"The neural stem cells that undergo these alterations give rise to tumor cells at a later stage. They form aggressive, fast-growing tumors that can manifest shortly after birth or until adolescence," Dr. Okamoto remarked.
After performing a series of in vitro studies to determine dosage and efficacy of the ZIKV treatment, the researchers observed extremely positive results, suggesting the potential treatment was both safe and effective against cultured CNS cancer cells.
"We observed that small amounts of ZIKV were sufficient to infect CNS tumor cells," Dr. Okamoto said. "They also infected the prostate cancer cells, but far fewer. On the other hand, even a large viral dose failed to cause infection in breast and colorectal cancer cells."
In the last part of the project, the researchers conducted in vivo assays with immunosuppressed mice, injecting human tumor cells from medulloblastoma and AT/RT into different groups. In this study model, the tumor is induced in the lateral ventricles of the brain, spreads to other regions of the CNS, and then descends the spinal cord, mimicking advanced human cancer. After inducing the tumor, the researchers injected a small dose of ZIKV into the lateral ventricles of some mice.
"Tumor volume was significantly reduced in the treated group. In some cases, both the tumor and spinal metastases were completely eliminated," Dr. Okamoto exclaimed.
The largest increase in survival time was observed in the animals with AT/RT. While the untreated group survived up to 30 days, those injected with ZIKA in this group survived up to 80 days.
"Even when the tumor was completely eliminated, the animals eventually died from complications of advanced-stage cancer," Okamoto said. "It's possible survival rates could become even longer if patients are treated at an earlier stage. This is something we need to investigate."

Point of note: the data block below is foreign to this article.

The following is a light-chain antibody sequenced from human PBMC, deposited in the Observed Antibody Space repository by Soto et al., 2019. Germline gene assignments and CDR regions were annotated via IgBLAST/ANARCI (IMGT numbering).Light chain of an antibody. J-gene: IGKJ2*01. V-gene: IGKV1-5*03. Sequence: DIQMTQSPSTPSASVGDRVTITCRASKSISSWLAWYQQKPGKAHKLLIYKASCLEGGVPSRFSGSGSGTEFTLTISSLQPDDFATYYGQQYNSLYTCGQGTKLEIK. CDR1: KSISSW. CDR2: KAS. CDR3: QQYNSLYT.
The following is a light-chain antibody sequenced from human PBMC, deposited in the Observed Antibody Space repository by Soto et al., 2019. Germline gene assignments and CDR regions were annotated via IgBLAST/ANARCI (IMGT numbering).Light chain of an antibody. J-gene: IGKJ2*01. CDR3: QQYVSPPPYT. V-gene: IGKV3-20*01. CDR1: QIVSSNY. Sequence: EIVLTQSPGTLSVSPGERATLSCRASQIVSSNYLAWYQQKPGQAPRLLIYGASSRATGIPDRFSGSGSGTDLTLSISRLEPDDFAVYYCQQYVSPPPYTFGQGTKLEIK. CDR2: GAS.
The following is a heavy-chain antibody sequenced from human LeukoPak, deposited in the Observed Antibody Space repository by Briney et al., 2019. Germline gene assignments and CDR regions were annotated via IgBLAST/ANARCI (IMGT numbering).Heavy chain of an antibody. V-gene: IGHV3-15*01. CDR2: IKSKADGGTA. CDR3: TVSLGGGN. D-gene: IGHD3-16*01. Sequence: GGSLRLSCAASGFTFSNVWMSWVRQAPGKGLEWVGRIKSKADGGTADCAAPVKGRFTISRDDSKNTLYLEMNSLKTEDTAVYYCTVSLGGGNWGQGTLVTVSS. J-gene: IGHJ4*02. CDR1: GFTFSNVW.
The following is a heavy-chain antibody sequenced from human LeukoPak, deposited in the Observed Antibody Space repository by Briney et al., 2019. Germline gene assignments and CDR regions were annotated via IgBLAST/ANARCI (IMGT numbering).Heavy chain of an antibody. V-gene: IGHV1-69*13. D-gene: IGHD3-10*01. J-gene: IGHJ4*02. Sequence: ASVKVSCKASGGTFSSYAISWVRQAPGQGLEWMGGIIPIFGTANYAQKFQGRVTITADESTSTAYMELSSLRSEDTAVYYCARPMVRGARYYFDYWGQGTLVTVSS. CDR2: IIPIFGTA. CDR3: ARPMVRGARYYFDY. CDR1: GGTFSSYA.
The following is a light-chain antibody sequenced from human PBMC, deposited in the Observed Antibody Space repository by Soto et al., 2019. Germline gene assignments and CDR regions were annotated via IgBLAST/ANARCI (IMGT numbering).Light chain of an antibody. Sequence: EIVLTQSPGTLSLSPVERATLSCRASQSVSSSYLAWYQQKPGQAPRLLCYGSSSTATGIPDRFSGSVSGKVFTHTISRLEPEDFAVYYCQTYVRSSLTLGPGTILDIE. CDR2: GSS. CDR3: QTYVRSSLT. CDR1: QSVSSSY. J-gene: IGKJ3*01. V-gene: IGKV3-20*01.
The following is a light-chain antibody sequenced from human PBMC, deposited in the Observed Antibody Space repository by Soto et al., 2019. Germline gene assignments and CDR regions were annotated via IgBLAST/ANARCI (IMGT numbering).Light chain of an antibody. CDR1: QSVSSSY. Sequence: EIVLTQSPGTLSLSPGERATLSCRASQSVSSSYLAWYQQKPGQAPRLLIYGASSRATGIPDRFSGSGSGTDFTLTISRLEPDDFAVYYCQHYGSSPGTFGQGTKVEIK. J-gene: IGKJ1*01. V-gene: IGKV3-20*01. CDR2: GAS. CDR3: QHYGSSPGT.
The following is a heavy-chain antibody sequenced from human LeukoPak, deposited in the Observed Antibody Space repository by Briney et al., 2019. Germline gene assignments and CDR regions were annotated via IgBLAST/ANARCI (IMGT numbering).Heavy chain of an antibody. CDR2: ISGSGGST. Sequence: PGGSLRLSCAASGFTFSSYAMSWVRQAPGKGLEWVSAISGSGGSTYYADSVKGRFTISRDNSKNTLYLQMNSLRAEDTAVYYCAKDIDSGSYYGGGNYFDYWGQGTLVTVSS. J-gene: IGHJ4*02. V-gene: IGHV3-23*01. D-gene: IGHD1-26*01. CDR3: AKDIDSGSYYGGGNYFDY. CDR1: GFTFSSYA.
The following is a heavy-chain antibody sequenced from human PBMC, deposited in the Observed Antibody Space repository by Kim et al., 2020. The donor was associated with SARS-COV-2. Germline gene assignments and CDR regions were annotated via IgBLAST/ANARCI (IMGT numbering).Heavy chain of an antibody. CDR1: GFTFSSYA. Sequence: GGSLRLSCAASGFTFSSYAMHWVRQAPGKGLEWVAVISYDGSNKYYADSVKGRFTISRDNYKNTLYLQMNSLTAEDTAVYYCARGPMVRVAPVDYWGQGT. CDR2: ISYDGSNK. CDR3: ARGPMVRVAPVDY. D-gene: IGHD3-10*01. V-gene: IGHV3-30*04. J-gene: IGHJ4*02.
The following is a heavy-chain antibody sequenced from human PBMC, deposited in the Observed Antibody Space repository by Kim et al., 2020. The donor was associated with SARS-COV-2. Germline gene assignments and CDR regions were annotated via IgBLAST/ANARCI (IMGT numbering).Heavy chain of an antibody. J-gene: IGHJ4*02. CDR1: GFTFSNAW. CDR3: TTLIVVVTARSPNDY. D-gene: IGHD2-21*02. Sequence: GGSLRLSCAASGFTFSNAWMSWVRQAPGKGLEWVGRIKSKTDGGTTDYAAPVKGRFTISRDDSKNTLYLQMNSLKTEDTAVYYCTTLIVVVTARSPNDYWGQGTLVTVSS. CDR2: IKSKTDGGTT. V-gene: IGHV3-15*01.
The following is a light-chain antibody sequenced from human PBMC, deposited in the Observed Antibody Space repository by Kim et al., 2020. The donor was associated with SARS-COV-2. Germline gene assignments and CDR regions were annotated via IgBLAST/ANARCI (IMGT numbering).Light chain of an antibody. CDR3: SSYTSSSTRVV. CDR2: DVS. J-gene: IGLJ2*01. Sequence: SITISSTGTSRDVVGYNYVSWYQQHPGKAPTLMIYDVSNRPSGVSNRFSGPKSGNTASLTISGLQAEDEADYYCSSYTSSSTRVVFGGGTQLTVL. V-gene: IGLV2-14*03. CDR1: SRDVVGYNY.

Interestingly, the research team also injected the virus into a group of immunosuppressed mice that did not have induced cancer. In this case, the virus circulated for longer in the organism and the animals died from the viral infection after only two weeks.
"Immunosuppressed mice are highly sensitive to any pathogen, but we had to use this model because it's the only one in which human tumor cells are capable of proliferating," Dr. Okamoto explained.
When the investigators sought to find out why the virus was more lethal in the animals without cancer than in the sick animals, the researchers discovered that the viral particles created when ZIKV infected the tumor cells were less virulent, meaning they were less able to infect new cells than particles created in healthy cells.
"All these results taken together suggest that various kinds of aggressive CNS tumors can be treated with some kind of approach involving ZIKV in future," Dr. Okamoto concluded. "First of all, however, we need to investigate more profoundly which tumor types respond to this oncolytic effect, what are the benefits of this treatment, and what are the side effects of exposure to the virus."